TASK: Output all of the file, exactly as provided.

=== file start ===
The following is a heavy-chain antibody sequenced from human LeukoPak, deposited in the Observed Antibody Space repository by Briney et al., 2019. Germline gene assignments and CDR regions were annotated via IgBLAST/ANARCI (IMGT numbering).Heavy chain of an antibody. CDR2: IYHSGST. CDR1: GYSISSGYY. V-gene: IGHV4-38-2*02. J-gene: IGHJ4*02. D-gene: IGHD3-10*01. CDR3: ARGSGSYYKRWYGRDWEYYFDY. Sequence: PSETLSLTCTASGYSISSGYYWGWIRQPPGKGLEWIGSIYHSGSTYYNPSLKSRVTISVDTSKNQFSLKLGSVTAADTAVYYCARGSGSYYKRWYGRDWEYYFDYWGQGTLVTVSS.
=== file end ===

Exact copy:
The following is a heavy-chain antibody sequenced from human LeukoPak, deposited in the Observed Antibody Space repository by Briney et al., 2019. Germline gene assignments and CDR regions were annotated via IgBLAST/ANARCI (IMGT numbering).Heavy chain of an antibody. CDR2: IYHSGST. CDR1: GYSISSGYY. V-gene: IGHV4-38-2*02. J-gene: IGHJ4*02. D-gene: IGHD3-10*01. CDR3: ARGSGSYYKRWYGRDWEYYFDY. Sequence: PSETLSLTCTASGYSISSGYYWGWIRQPPGKGLEWIGSIYHSGSTYYNPSLKSRVTISVDTSKNQFSLKLGSVTAADTAVYYCARGSGSYYKRWYGRDWEYYFDYWGQGTLVTVSS.